Largest U.S. Nurses Union Opposes CDC’s Relaxation of COVID Mask, Distancing Guidelines

Interview with Rocelyn de Leon-Minch, industrial hygienist with the National Nurses United union, conducted by Scott Harris

As coronavirus cases and deaths across the U.S. declined amid coast-to-coast vaccination efforts, Dr. Rochelle Walensky, director of the Centers for Disease Control and Prevention, issued new guidelines on May 13 that fully-vaccinated Americans could participate in most indoor activities without wearing a mask. However, the CDC’s guidelines still call for wearing masks in crowded indoor settings such as buses, planes, hospitals, prisons and homeless shelters.

The CDC announcement was made as the seven-day average of daily COVID cases in the U.S. was over 36,000, compared with more than 71,000 in mid-April. The seven-day average of U.S. COVID deaths was 618 per day, down 9 percent from a week before according to the Johns Hopkins Coronavirus Resource Center.

Between The Lines’ Scott Harris spoke with Rocelyn de Leon-Minch, an industrial hygienist with the National Nurses United, the nation’s largest registered nurses union. Here, she explains why her union is opposed to the CDC’s new guidelines, based on what they believe is incomplete data, posing a danger to public health, while supporting a robust public health program that uses multiple measures to control the spread of the coronavirus.

ROCELYN DE LEON-MINCH: CDC’s latest guidance that says vaccinated people no longer need to wear masks, avoid crowds, get tested or isolate after an exposure to COVID-19 unless they develop symptoms was based on incomplete data. NNU has posted a scientific brief. We also held a press conference explaining the science that show that multiple measures are still needed to curb the current pandemic. And also it was quite surprising because, well, first of all, we know that no vaccine is 100 percent bullet-proof, right? And while vaccines are certainly an important public health tool, right? They are not enough by itself to combat COVID-19. And the latest data based on the CDC, only 39 percent of the U.S. population have been fully vaccinated, which means that there are still a lot of people who are not yet vaccinated — children under 12 cannot get vaccinated right now, babies can’t get vaccinated right now. And we also don’t know whether or how much these COVID vaccines protect those who are immunocompromised. So the CDC guidance places the vulnerable people like children, like babies, like immunocompromised individuals at greater risk for COVID-19.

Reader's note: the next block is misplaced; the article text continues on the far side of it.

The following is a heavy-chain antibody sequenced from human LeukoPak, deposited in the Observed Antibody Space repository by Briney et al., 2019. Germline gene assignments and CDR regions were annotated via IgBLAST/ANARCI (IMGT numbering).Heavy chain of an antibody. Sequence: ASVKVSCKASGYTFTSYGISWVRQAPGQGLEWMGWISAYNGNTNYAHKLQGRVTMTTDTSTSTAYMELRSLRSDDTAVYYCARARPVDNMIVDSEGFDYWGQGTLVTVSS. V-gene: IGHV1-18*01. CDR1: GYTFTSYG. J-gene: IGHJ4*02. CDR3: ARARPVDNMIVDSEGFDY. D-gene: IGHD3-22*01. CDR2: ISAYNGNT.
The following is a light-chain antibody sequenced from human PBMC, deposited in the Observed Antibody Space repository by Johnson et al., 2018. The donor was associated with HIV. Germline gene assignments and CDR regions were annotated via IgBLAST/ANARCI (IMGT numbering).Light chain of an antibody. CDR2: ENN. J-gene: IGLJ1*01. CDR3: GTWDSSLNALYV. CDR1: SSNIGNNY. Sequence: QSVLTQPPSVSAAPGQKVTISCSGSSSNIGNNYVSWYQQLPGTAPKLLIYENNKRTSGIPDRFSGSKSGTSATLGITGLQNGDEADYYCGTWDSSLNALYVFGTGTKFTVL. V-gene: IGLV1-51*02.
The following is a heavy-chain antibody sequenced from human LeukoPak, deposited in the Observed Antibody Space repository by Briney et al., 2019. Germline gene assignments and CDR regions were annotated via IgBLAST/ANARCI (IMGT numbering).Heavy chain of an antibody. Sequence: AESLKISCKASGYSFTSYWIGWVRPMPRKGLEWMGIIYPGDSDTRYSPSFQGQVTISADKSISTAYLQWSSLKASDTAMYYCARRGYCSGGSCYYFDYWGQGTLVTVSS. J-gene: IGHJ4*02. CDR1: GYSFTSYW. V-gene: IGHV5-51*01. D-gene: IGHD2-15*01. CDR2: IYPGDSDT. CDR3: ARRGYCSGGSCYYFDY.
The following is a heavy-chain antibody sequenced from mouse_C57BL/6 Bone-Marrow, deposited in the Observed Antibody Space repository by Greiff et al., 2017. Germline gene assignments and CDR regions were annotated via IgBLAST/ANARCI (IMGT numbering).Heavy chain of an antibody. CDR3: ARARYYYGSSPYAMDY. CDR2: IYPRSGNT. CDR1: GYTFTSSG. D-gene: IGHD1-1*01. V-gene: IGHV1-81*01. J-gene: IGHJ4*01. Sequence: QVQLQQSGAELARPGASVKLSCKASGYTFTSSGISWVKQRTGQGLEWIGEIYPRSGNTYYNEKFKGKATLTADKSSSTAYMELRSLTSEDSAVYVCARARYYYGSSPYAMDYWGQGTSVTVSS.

And, you know, we’re still in a pandemic and this is, you know, the deadliest pandemic that we’ve seen in a century. And there is still a continued high number of COVID cases across the country. More than, you know, 32,000 new infections are recorded every single day. And according to the CDC’s data, nearly 90 percent of counties have moderate, substantial or high transmission. And that’s a really big number. You know, it’s important to note that while it’s certainly lower COVID cases that we’ve had when you compare it to, you know, since January, which is good, I hope it keeps going down as we increase vaccinations.

But I think it’s important to also note that not only are the COVID cases still very high — reported every single day — but there’s also been a decline in weekly testing during the past four months, 33 percent reduction in weekly testing, which really creates blind spots for us to effectively respond to the pandemic.

SCOTT HARRIS: Rocelyn, I wondered if you would address the issue of motivation here. Was it economics, politics, or was it designed to put more pressure on people across the country to get a vaccine?

ROCELYN DE LEON-MINCH: I don’t know if perhaps this was their way of trying to show people who are kind of on the fence about getting vaccinated to try and encourage them and say, this is how great the vaccines are. You know, they’re working really well. And so if you are fully vaccinated, you no longer need to wear a mask.

To answer your question, I think relying on the faulty science, the science that they cited are not yet peer reviewed. There’s a conflict of interest from some of them. Relying on that kind of science will not increase vaccination rates, but providing extensive public education and making vaccines truly accessible for working people and underserved communities will.

To go back to my point of only 39 percent of the U.S. population have been fully vaccinated, when you break that down and look at the disparities among vaccinated people, right? You know, black and Latinx and other people of color have been vaccinated at much lower rates compared to white people. And compared to the proportion of the population, the CDC’s guidance really increases essential workers’ exposure to the virus. And we know that most essential workers are people of color who have been
disproportionately impacted by the pandemic, right? While at the same time, there are disparities in who’s been vaccinated.

For more information, visit National Nurses United at nationalnursesunited.org.

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